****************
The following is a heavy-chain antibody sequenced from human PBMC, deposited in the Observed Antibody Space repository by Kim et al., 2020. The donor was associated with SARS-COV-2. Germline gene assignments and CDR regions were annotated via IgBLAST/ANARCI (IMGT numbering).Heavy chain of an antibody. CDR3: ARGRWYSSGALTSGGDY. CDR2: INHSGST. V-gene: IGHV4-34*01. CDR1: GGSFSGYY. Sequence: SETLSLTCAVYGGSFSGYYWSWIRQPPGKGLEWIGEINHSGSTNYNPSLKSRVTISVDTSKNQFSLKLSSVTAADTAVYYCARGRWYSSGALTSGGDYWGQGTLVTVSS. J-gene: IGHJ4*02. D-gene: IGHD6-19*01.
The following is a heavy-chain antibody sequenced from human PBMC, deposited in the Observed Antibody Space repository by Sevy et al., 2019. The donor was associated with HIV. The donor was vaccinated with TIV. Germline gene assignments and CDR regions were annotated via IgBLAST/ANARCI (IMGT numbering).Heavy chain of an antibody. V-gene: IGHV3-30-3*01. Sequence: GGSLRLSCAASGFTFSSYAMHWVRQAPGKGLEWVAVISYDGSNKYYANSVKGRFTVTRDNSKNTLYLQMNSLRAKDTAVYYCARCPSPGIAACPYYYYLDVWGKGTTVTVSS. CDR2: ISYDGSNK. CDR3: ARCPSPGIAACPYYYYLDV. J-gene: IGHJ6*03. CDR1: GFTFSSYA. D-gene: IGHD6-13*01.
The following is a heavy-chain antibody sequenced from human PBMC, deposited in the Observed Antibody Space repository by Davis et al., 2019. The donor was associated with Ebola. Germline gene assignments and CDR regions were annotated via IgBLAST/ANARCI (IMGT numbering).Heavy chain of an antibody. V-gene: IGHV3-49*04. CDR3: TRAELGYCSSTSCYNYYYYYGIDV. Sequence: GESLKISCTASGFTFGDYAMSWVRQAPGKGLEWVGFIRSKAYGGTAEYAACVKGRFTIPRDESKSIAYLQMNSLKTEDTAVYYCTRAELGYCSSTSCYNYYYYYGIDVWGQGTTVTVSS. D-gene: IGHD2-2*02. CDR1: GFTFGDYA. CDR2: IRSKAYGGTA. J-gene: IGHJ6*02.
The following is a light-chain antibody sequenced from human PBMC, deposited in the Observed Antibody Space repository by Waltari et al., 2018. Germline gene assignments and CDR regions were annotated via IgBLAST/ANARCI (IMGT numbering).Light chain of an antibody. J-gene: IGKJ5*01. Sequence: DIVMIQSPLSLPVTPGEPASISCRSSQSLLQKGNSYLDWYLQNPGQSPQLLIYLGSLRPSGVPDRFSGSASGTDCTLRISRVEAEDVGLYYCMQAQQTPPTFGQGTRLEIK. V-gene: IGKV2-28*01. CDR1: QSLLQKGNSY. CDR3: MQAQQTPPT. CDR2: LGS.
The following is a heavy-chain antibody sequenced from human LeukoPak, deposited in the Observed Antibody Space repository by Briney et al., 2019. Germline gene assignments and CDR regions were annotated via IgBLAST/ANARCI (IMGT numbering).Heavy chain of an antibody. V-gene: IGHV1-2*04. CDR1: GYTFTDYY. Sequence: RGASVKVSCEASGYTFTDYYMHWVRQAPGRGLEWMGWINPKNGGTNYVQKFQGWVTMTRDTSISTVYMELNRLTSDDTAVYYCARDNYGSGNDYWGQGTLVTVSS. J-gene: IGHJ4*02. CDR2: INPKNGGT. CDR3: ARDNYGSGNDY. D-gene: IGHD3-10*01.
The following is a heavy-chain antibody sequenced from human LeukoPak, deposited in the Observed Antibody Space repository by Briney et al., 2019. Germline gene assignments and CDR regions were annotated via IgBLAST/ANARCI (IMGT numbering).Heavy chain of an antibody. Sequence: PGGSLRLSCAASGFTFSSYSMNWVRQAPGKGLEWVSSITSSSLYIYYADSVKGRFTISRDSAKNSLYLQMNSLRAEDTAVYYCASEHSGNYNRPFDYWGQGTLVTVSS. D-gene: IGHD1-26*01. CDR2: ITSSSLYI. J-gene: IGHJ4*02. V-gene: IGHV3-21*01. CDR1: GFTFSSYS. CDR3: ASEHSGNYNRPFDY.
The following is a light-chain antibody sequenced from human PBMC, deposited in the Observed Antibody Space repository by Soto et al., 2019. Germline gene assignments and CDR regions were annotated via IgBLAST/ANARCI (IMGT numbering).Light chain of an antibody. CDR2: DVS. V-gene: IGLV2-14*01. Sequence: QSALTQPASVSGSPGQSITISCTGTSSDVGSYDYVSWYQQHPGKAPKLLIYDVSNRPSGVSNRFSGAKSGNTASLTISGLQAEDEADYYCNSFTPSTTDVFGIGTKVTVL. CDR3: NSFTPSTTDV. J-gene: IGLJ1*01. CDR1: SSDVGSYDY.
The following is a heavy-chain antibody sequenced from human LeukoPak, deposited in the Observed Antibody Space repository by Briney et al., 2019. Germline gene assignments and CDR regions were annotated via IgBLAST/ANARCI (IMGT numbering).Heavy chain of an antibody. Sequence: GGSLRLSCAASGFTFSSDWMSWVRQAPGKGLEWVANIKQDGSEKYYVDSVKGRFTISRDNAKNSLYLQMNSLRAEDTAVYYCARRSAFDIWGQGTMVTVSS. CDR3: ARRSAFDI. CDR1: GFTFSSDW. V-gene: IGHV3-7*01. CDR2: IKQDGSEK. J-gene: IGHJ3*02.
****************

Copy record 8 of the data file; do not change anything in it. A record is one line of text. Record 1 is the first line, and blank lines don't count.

The following is a heavy-chain antibody sequenced from human LeukoPak, deposited in the Observed Antibody Space repository by Briney et al., 2019. Germline gene assignments and CDR regions were annotated via IgBLAST/ANARCI (IMGT numbering).Heavy chain of an antibody. Sequence: GGSLRLSCAASGFTFSSDWMSWVRQAPGKGLEWVANIKQDGSEKYYVDSVKGRFTISRDNAKNSLYLQMNSLRAEDTAVYYCARRSAFDIWGQGTMVTVSS. CDR3: ARRSAFDI. CDR1: GFTFSSDW. V-gene: IGHV3-7*01. CDR2: IKQDGSEK. J-gene: IGHJ3*02.